NYC To Norfolk, VA

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Previous Port:  Gloucester, MA to NYC

New York, NY
October 19-21, 2005

Mooring: N40047.213  W073059.256

This was a must stop on our list. We picked up a mooring at the 79th Street Yacht Basin on the Hudson River. Believe it or not, this is another "will never be good" anchorage. We rocked and rolled the whole time. Just picking up a mooring was a challenge with the wind blowing one way and the current going the other. It is rare that we don't get the mooring on the first try; this one took three attempts.

We didn't do much else in NYC. The thrill was coming into the city by boat. No way will you get that kind of impact from land. The buildings are awesome. The greatest thrill was seeing the Statue of Liberty sitting there in the water. I can't describe how great an experience that was - certainly the highlight of our passage south, at that point.


Escapades Entering the East River in NYC

Statue of Liberty Seen Through the Manhattan & Brooklyn Bridges

We took advantage of our one day of sunshine to walk in Central Park. I had been to NYC twice before but never to the park. It's hard to believe, but Bob couldn't remember having been in the park before, even though he lived in Brooklyn for over ten years.

We also checked out a couple of grocery-delis in Upper West Side Manhattan. This was like shopping in some South American country. Each of these stores had trays upon trays of prepared food, setting open, for customers to help themselves to. It was so crowded that people were almost climbing over each other to get to this food. Apparently, that's dinner for many Manhattan families. That may be "ok" for them but it's about the most unsanitary thing I've seen in the States.

Haverstraw Bay, NY
October 22-25, 2005

Anchorage: N41011.489  W073053.727

Still running from bad weather, we decided to head up the Hudson to get further away from possible strong winds. The anchorage just off Croton-on-Hudson in Haverstraw Bay was the first anchorage Bob felt would give us good protection. Hurricane Wilma was heading for Mexico at that time.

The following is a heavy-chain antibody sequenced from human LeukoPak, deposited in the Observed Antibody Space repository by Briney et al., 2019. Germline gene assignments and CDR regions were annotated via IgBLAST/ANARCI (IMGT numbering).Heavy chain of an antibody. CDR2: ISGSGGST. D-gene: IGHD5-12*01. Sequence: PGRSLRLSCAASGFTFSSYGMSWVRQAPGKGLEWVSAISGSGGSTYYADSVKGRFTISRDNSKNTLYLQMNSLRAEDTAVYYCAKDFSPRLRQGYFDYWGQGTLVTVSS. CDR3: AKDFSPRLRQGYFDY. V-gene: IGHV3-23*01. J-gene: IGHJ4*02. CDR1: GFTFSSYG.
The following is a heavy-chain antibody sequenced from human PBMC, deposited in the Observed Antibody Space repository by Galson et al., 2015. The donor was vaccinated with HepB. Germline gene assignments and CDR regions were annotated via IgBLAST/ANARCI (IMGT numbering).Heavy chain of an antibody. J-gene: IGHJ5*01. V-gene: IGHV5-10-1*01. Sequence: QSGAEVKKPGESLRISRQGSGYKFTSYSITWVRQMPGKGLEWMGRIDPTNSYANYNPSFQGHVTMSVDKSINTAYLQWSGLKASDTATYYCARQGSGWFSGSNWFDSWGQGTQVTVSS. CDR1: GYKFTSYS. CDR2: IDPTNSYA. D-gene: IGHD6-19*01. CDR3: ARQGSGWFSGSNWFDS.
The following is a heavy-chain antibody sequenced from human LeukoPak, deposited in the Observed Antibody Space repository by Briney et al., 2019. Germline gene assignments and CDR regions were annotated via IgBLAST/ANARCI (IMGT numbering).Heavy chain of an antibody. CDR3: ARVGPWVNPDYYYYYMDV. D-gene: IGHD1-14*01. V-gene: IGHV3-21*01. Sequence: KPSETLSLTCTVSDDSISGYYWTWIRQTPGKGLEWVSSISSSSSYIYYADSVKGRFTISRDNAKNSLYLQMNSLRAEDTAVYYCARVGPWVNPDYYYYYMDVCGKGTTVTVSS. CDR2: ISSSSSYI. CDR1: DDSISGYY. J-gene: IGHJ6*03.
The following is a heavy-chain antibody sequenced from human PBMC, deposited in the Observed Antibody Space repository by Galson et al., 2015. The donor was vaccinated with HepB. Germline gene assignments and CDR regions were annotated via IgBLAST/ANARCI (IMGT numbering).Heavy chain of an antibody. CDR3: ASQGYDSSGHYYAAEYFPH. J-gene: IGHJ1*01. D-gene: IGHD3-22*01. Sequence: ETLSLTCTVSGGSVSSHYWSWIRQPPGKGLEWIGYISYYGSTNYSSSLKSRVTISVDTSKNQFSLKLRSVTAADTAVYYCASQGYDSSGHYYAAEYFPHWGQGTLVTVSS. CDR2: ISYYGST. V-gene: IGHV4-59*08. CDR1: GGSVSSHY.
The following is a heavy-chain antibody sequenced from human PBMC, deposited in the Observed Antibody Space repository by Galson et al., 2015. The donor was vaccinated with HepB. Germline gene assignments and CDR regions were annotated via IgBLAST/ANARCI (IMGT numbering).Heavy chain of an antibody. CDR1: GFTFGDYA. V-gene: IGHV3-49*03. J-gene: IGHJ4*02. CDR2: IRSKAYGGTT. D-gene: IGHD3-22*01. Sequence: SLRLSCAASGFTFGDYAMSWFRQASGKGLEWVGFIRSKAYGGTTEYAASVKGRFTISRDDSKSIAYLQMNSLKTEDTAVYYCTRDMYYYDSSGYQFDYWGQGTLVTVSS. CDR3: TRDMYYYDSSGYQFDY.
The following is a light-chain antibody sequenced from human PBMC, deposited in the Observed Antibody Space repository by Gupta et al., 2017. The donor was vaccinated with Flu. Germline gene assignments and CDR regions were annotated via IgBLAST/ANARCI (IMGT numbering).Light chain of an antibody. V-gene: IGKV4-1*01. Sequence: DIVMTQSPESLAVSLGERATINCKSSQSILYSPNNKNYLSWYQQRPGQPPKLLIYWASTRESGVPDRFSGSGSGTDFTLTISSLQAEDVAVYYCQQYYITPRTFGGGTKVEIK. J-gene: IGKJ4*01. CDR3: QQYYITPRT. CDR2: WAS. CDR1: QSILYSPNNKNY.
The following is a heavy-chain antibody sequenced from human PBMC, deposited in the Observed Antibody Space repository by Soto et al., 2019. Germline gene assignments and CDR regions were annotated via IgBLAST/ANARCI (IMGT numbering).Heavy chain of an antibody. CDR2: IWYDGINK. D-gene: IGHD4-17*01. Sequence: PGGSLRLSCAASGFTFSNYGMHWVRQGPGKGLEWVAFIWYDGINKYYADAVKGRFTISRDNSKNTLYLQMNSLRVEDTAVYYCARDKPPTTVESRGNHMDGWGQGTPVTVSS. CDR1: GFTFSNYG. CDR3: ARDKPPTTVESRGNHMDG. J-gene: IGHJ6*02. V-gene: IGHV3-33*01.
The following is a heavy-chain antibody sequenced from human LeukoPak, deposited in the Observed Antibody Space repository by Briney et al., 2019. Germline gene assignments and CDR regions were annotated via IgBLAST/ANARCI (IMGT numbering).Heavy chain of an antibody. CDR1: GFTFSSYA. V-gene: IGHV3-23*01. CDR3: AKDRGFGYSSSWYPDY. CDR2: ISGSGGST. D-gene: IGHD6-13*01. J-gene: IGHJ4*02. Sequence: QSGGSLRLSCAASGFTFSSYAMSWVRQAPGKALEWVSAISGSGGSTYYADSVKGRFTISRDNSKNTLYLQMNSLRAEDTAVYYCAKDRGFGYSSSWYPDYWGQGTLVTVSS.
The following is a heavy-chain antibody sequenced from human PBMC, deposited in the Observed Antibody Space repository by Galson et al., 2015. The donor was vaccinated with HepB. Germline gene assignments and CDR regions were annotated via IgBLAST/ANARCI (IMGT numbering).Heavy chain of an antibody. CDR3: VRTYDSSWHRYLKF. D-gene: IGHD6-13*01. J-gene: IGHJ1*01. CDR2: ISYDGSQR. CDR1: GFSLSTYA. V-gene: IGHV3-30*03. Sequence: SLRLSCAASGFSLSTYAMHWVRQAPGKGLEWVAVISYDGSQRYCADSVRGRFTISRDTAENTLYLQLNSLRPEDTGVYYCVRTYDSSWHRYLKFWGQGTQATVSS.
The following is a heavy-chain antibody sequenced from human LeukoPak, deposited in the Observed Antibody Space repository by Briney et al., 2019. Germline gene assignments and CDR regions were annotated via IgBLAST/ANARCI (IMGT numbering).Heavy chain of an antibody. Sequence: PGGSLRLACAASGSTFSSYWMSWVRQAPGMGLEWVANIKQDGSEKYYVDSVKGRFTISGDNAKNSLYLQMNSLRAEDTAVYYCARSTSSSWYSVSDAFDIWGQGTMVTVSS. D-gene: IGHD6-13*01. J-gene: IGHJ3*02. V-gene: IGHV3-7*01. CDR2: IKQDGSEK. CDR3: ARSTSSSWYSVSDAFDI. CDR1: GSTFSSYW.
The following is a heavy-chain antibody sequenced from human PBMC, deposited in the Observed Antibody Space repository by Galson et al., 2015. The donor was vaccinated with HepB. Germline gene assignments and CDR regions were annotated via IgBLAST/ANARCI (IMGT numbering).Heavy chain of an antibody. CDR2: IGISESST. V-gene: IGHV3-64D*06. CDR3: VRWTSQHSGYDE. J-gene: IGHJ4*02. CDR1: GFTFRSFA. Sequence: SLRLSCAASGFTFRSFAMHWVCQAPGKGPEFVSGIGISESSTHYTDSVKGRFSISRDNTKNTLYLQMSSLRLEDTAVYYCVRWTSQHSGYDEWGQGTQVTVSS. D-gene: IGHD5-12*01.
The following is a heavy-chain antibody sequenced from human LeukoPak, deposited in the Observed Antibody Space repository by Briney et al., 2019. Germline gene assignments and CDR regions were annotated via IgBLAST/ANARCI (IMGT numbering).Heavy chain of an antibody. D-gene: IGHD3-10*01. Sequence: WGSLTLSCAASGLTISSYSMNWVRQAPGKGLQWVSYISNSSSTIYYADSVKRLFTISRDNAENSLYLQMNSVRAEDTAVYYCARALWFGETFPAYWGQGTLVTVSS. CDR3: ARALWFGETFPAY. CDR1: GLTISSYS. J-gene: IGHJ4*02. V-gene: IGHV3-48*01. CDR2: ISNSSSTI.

What we hoped would only be a couple of nights turned into four nights. The bad weather was unrelenting. The weatherman described the rains and heavy wind as a "Nasty Nor'easter". Wilma passed the afternoon of the 25th but, thankfully, didn't make as much of an impact as was originally thought.

Once again we were stuck on the boat. Even if the weather had been nice, there was no place to go ashore. Bob tried to land the dinghy on the beach our first day there but was met by Park Rangers who quickly informed him that boats were not allowed on the beach.

Atlantic Highlands, NJ
October 26-27, 2005

Anchorage: N40025.012  W074001.288

It was a relief to finally leave New York to continue our southward passage. The wind and current combined to make this 50+ mile trip a record breaker for us. It took only a little over 7 hours. Never has Escapades moved that fast through the water. At a few points we were doing 9.8kts. The speed was fantastic but, I must admit, a  little scary at times.

One very cold trip ashore at Atlantic Highlands was enough. We began getting too antsy to be on our way. A few more days in this anchorage would probably have made a great difference for our 2-night passage.

At Sea
October 28-29, 2005

This was the longest two-night passage in history. The seas were just bad enough to make doing anything below (including sleeping soundly) almost impossible. The weather was not so cold as we had feared but that was the only positive thing.

We arrived, completely exhausted, at Hospital Point Norfolk, VA around 1:00 p.m. on October 30. Even the boat shower felt like a luxury at that point. This felt almost like coming home. It's always comforting to go into a place where you know what to expect. We were really looking forward to our stay in Norfolk.

Next Port: Norfolk to Miami